PRECON DEVELOPMENT CORPORATION, INCORPORATED, Plaintif-Appellant, v. UNITED STATES ARMY CORPS OF ENGINEERS, Defendant-Appellee. Chesapeake Bay Foundation; National Wildlife Federation; Natural Resources Defense Council, Amici Supporting Appellee.
This appeal arises out of a determination made by the Army Corps of Engineers (the “Corps”) that it has jurisdiction, under the Clean Water Act (“CWA”), 33 U.S.C. § 1251 et seq., over 4.8 acres of wetlands located on Precon Development Corporation's (“Precon” 's) property, approximately seven miles from the nearest navigable water. The Corps subsequently denied Precon's application for a CWA permit to impact the wetlands through development. Precon appealed these determinations to the United States District Court for the Eastern District of Virginia under the Administrative Procedure Act (“APA”), 5 U.S.C. § 702, and the parties cross-moved for summary judgment. The district court granted summary judgment to the Corps on September 4, 2009, upholding both its jurisdictional determination and its permit denial. On appeal, Precon challenges only the Corps' jurisdictional determination. Because we find the Corps' administrative record inadequate to support its conclusion that it had jurisdiction over Precon's wetlands, we vacate the district court's grant of summary judgment and remand to the district court with instructions to remand to the Corps for reconsideration of its jurisdiction over the wetlands in question.
Precon is the developer of a 658-acre Planned Unit Development known as Edinburgh (the “Edinburgh PUD”), located in Chesapeake, Virginia. The city of Chesapeake is in southeastern Virginia, a region historically comprised of forested wetlands. Many of these wetlands ultimately drain into the Northwest River, which flows south through the region, passing within five to ten miles of the Edinburgh PUD.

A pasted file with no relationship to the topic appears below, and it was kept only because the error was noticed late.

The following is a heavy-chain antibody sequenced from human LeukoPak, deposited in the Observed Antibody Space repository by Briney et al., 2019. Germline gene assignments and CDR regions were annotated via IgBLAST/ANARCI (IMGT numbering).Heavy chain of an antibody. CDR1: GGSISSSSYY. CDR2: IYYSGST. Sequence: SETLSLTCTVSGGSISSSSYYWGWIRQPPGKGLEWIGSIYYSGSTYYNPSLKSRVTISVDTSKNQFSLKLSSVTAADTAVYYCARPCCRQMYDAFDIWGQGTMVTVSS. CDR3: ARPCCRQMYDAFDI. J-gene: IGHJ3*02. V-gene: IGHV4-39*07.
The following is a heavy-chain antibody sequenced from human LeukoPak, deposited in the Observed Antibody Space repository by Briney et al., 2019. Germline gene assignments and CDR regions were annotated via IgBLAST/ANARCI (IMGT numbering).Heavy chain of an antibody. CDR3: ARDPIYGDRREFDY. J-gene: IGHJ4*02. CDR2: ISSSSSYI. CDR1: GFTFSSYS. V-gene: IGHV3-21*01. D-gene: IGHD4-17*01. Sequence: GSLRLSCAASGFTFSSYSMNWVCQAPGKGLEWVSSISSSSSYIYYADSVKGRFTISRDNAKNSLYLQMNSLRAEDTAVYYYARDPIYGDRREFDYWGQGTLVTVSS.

The Edinburgh PUD is a mixed-use development that contains both residences and retail establishments. Its construction began in 2001. Precon acquired the Edinburgh PUD from RGM Corporation (“RGM”), the initial developer, in 2003. Since 2003, Precon has pursued the development of several residential areas within the Edinburgh PUD. Between 2004 and 2006, the Corps granted Precon permits to fill 77 acres of wetlands in order to proceed with these developments, based in part on an understanding that this was the totality of the development planned for the Edinburgh PUD.
In 2006, Precon announced a plan to develop ten additional residential lots in the Edinburgh PUD. The original plan for developing these lots required filling 10.7 acres of wetlands. However, after discussions with the Corps in which the Corps expressed its displeasure that Precon was separately pursuing additional residential development, Precon limited its proposed design so that it would only impact 4.8 acres of wetlands (the “Site Wetlands”). Precon further suggested that it did not believe the Corps had jurisdiction over these 4.8 acres. The Corps disagreed.
A detailed explanation of the geography of the Site Wetlands is critical to understanding the parties' dispute. The Site Wetlands are in the southwest quadrant of the Edinburgh PUD and sit adjacent to a man-made drainage ditch approximately 2,500 feet long (the “2,500-foot Ditch”).1 The Site Wetlands do not, however, abut the 2,500-foot Ditch, because when the 2,500-foot Ditch was excavated through the surrounding wetlands in 1977, “[m]aterial excavated ․ was side-cast on the east bank and therefore creates a berm between the [Site Wetlands] and the ditch.”2 J .A. 264.
The 2,500-foot Ditch, which flows seasonally-i.e., from late winter to early spring-joins a larger, perennial drainage ditch, the Saint Brides Ditch, approximately 900 feet downstream of the Site Wetlands. The Saint Brides Ditch runs along the western boundary of the PUD for approximately 3,000 feet before continuing to meet a second perennial tributary about two and one-half to three miles south of the Edinburgh PUD. These merged tributaries flow into the Northwest River approximately three to four miles downstream.